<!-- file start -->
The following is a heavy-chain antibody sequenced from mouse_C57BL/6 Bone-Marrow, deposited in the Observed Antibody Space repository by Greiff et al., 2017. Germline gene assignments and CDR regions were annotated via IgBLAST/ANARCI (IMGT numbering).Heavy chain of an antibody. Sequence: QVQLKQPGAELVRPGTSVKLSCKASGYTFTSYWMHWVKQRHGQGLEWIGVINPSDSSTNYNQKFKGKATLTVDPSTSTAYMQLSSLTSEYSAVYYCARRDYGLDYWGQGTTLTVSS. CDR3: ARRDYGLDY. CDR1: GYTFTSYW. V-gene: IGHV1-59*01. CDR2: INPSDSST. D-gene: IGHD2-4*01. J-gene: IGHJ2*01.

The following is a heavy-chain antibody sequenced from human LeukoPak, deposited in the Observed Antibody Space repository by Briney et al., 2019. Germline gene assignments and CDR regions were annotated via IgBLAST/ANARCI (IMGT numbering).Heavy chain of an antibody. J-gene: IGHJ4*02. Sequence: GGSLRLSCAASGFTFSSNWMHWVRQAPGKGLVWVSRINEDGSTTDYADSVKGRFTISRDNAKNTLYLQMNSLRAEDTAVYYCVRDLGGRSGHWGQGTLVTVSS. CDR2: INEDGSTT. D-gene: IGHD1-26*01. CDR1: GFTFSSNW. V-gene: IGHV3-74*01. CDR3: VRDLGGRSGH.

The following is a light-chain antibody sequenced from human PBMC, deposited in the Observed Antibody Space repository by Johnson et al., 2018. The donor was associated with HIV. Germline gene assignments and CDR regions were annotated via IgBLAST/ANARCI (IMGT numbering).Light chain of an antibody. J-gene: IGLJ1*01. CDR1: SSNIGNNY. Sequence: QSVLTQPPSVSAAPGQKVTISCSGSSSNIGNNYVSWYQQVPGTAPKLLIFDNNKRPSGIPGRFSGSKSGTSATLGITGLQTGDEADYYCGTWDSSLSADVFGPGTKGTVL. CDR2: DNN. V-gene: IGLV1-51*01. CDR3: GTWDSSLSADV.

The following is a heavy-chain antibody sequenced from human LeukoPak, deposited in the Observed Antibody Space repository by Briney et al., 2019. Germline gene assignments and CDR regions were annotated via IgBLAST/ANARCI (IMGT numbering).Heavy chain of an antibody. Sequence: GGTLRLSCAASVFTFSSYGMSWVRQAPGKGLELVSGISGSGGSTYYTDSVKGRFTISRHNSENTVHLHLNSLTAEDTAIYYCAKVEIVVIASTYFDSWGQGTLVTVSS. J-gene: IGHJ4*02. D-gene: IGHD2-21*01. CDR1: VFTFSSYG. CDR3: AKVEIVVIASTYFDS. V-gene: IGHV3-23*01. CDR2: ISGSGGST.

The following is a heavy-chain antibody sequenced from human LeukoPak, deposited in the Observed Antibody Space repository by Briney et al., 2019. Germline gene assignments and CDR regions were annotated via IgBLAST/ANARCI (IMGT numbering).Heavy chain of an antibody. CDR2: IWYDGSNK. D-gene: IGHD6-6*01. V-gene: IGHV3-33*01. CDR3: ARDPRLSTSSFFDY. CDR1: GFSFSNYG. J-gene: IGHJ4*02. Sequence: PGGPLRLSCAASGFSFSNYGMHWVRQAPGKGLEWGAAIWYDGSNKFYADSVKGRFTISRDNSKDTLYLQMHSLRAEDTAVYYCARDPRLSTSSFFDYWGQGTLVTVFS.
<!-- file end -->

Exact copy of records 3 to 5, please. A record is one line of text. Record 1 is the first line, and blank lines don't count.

The following is a light-chain antibody sequenced from human PBMC, deposited in the Observed Antibody Space repository by Johnson et al., 2018. The donor was associated with HIV. Germline gene assignments and CDR regions were annotated via IgBLAST/ANARCI (IMGT numbering).Light chain of an antibody. J-gene: IGLJ1*01. CDR1: SSNIGNNY. Sequence: QSVLTQPPSVSAAPGQKVTISCSGSSSNIGNNYVSWYQQVPGTAPKLLIFDNNKRPSGIPGRFSGSKSGTSATLGITGLQTGDEADYYCGTWDSSLSADVFGPGTKGTVL. CDR2: DNN. V-gene: IGLV1-51*01. CDR3: GTWDSSLSADV.

The following is a heavy-chain antibody sequenced from human LeukoPak, deposited in the Observed Antibody Space repository by Briney et al., 2019. Germline gene assignments and CDR regions were annotated via IgBLAST/ANARCI (IMGT numbering).Heavy chain of an antibody. Sequence: GGTLRLSCAASVFTFSSYGMSWVRQAPGKGLELVSGISGSGGSTYYTDSVKGRFTISRHNSENTVHLHLNSLTAEDTAIYYCAKVEIVVIASTYFDSWGQGTLVTVSS. J-gene: IGHJ4*02. D-gene: IGHD2-21*01. CDR1: VFTFSSYG. CDR3: AKVEIVVIASTYFDS. V-gene: IGHV3-23*01. CDR2: ISGSGGST.

The following is a heavy-chain antibody sequenced from human LeukoPak, deposited in the Observed Antibody Space repository by Briney et al., 2019. Germline gene assignments and CDR regions were annotated via IgBLAST/ANARCI (IMGT numbering).Heavy chain of an antibody. CDR2: IWYDGSNK. D-gene: IGHD6-6*01. V-gene: IGHV3-33*01. CDR3: ARDPRLSTSSFFDY. CDR1: GFSFSNYG. J-gene: IGHJ4*02. Sequence: PGGPLRLSCAASGFSFSNYGMHWVRQAPGKGLEWGAAIWYDGSNKFYADSVKGRFTISRDNSKDTLYLQMHSLRAEDTAVYYCARDPRLSTSSFFDYWGQGTLVTVFS.